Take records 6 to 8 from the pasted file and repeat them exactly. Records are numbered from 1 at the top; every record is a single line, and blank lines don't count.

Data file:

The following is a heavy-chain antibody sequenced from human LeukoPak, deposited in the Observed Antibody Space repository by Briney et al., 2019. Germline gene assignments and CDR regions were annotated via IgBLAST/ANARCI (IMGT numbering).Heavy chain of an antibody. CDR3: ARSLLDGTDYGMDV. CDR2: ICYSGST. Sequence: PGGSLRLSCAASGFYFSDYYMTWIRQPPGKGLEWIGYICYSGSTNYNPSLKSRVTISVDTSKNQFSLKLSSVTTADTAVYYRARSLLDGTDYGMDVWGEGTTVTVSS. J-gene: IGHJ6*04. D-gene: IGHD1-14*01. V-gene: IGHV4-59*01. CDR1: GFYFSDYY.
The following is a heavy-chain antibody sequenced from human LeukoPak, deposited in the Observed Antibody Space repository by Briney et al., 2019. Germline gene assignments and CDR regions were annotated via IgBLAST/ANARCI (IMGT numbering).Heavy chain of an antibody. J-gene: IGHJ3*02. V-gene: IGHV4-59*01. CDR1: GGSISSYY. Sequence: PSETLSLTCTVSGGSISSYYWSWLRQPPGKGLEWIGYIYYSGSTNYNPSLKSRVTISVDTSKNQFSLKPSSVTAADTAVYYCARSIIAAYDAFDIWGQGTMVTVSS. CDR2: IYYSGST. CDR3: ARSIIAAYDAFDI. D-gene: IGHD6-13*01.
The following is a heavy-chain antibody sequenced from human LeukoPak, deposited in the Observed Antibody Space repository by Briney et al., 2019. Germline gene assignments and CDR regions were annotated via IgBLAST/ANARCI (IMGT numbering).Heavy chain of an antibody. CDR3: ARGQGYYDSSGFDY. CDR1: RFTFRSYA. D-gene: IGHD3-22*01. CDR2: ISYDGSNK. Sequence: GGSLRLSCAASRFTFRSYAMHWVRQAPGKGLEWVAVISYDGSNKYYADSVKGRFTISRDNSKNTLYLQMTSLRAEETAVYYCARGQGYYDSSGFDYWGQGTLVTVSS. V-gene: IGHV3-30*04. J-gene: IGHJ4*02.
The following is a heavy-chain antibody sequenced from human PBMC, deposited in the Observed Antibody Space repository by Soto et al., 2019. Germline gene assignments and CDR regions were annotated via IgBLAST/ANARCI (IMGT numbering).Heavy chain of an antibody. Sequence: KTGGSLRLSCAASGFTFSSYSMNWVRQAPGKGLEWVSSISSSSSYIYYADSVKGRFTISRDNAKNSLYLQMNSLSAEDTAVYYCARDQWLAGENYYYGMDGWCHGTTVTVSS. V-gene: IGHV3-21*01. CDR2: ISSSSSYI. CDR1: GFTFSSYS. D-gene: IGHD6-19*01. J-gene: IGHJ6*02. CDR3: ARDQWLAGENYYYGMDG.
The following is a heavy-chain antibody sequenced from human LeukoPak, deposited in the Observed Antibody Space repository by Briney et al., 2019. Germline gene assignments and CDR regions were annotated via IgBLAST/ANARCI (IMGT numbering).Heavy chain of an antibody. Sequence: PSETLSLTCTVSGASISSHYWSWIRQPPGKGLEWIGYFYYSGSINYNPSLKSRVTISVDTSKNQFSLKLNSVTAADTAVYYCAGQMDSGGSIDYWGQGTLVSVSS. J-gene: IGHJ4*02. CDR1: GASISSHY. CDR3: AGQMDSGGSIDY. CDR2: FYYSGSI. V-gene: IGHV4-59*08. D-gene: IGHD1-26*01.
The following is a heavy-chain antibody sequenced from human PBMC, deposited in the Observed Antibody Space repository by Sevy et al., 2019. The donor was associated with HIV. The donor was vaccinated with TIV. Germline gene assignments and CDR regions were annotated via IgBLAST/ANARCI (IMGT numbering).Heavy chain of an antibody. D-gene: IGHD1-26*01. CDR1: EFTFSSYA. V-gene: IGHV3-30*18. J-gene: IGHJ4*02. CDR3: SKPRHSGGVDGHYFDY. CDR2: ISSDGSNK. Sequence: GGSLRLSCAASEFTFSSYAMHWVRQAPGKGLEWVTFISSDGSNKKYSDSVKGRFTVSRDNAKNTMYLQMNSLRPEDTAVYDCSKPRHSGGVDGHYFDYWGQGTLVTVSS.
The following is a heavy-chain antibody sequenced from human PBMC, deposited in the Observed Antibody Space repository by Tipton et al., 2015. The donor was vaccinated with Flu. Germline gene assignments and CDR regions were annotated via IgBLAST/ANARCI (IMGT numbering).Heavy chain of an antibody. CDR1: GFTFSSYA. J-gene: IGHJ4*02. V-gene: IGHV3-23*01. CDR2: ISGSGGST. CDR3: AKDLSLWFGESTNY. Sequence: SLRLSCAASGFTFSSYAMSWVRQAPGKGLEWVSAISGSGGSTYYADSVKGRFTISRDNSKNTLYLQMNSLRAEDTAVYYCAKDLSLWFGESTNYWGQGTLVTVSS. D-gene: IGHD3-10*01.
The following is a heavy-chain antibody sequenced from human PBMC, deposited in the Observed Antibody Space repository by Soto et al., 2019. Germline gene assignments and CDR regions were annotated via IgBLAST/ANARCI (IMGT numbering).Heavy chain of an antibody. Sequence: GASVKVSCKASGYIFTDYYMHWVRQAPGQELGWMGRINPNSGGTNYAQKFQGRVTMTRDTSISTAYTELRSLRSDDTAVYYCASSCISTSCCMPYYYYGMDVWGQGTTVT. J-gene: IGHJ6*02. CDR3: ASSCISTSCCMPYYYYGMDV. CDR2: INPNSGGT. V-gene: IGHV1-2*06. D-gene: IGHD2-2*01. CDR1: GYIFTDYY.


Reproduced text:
The following is a heavy-chain antibody sequenced from human PBMC, deposited in the Observed Antibody Space repository by Sevy et al., 2019. The donor was associated with HIV. The donor was vaccinated with TIV. Germline gene assignments and CDR regions were annotated via IgBLAST/ANARCI (IMGT numbering).Heavy chain of an antibody. D-gene: IGHD1-26*01. CDR1: EFTFSSYA. V-gene: IGHV3-30*18. J-gene: IGHJ4*02. CDR3: SKPRHSGGVDGHYFDY. CDR2: ISSDGSNK. Sequence: GGSLRLSCAASEFTFSSYAMHWVRQAPGKGLEWVTFISSDGSNKKYSDSVKGRFTVSRDNAKNTMYLQMNSLRPEDTAVYDCSKPRHSGGVDGHYFDYWGQGTLVTVSS.
The following is a heavy-chain antibody sequenced from human PBMC, deposited in the Observed Antibody Space repository by Tipton et al., 2015. The donor was vaccinated with Flu. Germline gene assignments and CDR regions were annotated via IgBLAST/ANARCI (IMGT numbering).Heavy chain of an antibody. CDR1: GFTFSSYA. J-gene: IGHJ4*02. V-gene: IGHV3-23*01. CDR2: ISGSGGST. CDR3: AKDLSLWFGESTNY. Sequence: SLRLSCAASGFTFSSYAMSWVRQAPGKGLEWVSAISGSGGSTYYADSVKGRFTISRDNSKNTLYLQMNSLRAEDTAVYYCAKDLSLWFGESTNYWGQGTLVTVSS. D-gene: IGHD3-10*01.
The following is a heavy-chain antibody sequenced from human PBMC, deposited in the Observed Antibody Space repository by Soto et al., 2019. Germline gene assignments and CDR regions were annotated via IgBLAST/ANARCI (IMGT numbering).Heavy chain of an antibody. Sequence: GASVKVSCKASGYIFTDYYMHWVRQAPGQELGWMGRINPNSGGTNYAQKFQGRVTMTRDTSISTAYTELRSLRSDDTAVYYCASSCISTSCCMPYYYYGMDVWGQGTTVT. J-gene: IGHJ6*02. CDR3: ASSCISTSCCMPYYYYGMDV. CDR2: INPNSGGT. V-gene: IGHV1-2*06. D-gene: IGHD2-2*01. CDR1: GYIFTDYY.